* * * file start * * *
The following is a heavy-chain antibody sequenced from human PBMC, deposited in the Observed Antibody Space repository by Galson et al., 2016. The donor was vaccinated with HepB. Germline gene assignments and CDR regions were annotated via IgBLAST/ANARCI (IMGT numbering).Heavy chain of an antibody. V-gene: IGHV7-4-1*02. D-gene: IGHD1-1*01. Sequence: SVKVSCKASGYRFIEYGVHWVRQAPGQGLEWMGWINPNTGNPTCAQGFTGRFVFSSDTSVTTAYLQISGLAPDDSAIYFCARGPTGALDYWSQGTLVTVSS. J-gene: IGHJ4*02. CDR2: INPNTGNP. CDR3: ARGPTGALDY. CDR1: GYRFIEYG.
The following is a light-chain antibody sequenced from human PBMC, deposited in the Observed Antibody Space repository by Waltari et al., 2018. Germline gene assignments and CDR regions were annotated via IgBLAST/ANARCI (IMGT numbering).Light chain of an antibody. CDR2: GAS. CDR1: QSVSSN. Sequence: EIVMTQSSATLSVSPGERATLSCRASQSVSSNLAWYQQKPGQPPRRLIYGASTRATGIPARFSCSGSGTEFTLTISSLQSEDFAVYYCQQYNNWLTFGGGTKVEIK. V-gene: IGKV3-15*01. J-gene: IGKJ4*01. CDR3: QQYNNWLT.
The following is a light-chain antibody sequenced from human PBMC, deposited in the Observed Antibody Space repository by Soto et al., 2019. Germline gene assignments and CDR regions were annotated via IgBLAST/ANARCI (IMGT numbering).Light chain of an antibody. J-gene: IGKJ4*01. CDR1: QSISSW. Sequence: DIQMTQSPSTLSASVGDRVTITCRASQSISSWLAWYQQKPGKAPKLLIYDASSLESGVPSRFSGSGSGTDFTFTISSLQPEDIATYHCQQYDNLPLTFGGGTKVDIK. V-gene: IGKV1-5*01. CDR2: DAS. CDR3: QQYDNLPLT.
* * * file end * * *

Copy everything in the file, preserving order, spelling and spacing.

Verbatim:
The following is a heavy-chain antibody sequenced from human PBMC, deposited in the Observed Antibody Space repository by Galson et al., 2016. The donor was vaccinated with HepB. Germline gene assignments and CDR regions were annotated via IgBLAST/ANARCI (IMGT numbering).Heavy chain of an antibody. V-gene: IGHV7-4-1*02. D-gene: IGHD1-1*01. Sequence: SVKVSCKASGYRFIEYGVHWVRQAPGQGLEWMGWINPNTGNPTCAQGFTGRFVFSSDTSVTTAYLQISGLAPDDSAIYFCARGPTGALDYWSQGTLVTVSS. J-gene: IGHJ4*02. CDR2: INPNTGNP. CDR3: ARGPTGALDY. CDR1: GYRFIEYG.
The following is a light-chain antibody sequenced from human PBMC, deposited in the Observed Antibody Space repository by Waltari et al., 2018. Germline gene assignments and CDR regions were annotated via IgBLAST/ANARCI (IMGT numbering).Light chain of an antibody. CDR2: GAS. CDR1: QSVSSN. Sequence: EIVMTQSSATLSVSPGERATLSCRASQSVSSNLAWYQQKPGQPPRRLIYGASTRATGIPARFSCSGSGTEFTLTISSLQSEDFAVYYCQQYNNWLTFGGGTKVEIK. V-gene: IGKV3-15*01. J-gene: IGKJ4*01. CDR3: QQYNNWLT.
The following is a light-chain antibody sequenced from human PBMC, deposited in the Observed Antibody Space repository by Soto et al., 2019. Germline gene assignments and CDR regions were annotated via IgBLAST/ANARCI (IMGT numbering).Light chain of an antibody. J-gene: IGKJ4*01. CDR1: QSISSW. Sequence: DIQMTQSPSTLSASVGDRVTITCRASQSISSWLAWYQQKPGKAPKLLIYDASSLESGVPSRFSGSGSGTDFTFTISSLQPEDIATYHCQQYDNLPLTFGGGTKVDIK. V-gene: IGKV1-5*01. CDR2: DAS. CDR3: QQYDNLPLT.